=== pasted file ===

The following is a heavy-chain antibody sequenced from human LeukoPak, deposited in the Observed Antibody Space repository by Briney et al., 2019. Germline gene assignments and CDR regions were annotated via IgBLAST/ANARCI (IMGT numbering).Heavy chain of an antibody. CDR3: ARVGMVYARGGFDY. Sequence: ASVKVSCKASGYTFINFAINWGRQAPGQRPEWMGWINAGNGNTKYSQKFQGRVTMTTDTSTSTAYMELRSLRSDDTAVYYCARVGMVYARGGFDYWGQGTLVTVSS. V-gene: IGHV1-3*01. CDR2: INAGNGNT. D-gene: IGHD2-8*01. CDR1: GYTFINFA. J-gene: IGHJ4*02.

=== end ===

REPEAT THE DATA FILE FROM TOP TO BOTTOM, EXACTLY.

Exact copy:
The following is a heavy-chain antibody sequenced from human LeukoPak, deposited in the Observed Antibody Space repository by Briney et al., 2019. Germline gene assignments and CDR regions were annotated via IgBLAST/ANARCI (IMGT numbering).Heavy chain of an antibody. CDR3: ARVGMVYARGGFDY. Sequence: ASVKVSCKASGYTFINFAINWGRQAPGQRPEWMGWINAGNGNTKYSQKFQGRVTMTTDTSTSTAYMELRSLRSDDTAVYYCARVGMVYARGGFDYWGQGTLVTVSS. V-gene: IGHV1-3*01. CDR2: INAGNGNT. D-gene: IGHD2-8*01. CDR1: GYTFINFA. J-gene: IGHJ4*02.